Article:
Nissan hasn’t been immune from harness problems that can affect the charging system. These problems can show up as a no-charge lamp, no-charge condition, or overcharging.
We recently had a 2002 Frontier towed in with a no-charge complaint that resulted in the battery going dead on the road. The young man reported that the warning light did come on, but he didn’t make it the 20 miles needed to get to the shop. Since we start with the battery, it was obvious why there wasn’t much reserve available with all the cells being low. And, since the battery was not that old, a test battery was installed while the other one was topped up and charged. With the new battery installed, the charge light came on, as expected, and stayed on when the engine was started, and a quick check with a voltmeter confirmed it wasn’t charging.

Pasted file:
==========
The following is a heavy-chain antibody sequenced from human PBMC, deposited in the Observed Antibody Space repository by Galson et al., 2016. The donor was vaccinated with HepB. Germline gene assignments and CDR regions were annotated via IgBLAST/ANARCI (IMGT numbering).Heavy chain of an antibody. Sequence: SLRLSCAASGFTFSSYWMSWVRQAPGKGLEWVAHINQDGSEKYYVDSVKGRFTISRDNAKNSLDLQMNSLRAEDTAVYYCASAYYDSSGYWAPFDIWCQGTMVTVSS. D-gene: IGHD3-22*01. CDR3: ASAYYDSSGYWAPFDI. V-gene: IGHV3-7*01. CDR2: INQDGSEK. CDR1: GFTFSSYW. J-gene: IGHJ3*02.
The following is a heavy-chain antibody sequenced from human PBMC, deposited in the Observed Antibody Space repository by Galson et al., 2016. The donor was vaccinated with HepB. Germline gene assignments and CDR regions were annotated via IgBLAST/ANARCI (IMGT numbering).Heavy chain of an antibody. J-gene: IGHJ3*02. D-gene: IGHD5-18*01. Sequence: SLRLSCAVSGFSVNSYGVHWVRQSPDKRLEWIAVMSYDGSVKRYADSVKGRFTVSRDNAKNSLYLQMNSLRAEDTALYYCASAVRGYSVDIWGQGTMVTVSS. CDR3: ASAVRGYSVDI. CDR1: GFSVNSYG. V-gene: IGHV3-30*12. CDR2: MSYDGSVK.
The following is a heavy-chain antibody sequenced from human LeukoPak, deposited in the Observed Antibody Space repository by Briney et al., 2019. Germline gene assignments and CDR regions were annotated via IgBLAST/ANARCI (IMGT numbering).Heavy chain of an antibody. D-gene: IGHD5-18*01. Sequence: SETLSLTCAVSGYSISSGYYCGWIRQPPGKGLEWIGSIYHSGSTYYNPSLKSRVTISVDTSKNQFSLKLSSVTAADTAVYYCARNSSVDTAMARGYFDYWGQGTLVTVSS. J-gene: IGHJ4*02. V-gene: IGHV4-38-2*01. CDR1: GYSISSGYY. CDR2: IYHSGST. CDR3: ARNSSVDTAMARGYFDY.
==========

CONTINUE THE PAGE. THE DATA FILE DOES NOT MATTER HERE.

Parts were ordered and I assigned a young tech to the job. To his credit, it was done in a timely manner; the new drive belt was installed and the adjustment mechanism was lubricated. The charge light came on with the “key on engine off” and went right off when the engine started. The problem was the 15.6 volts the alternator was delivering to a well-charged battery. This tech’s first thought was that it was a defective unit, but I quickly suggested he take a look at a wiring diagram and confirm the alternator is seeing what it expects.
This truck enjoys a simple charging system that made it an ideal teaching situation. With only three wires and a ground, the diagram is easy to follow, and with some thought you can conclude that three out of the four are doing what they should.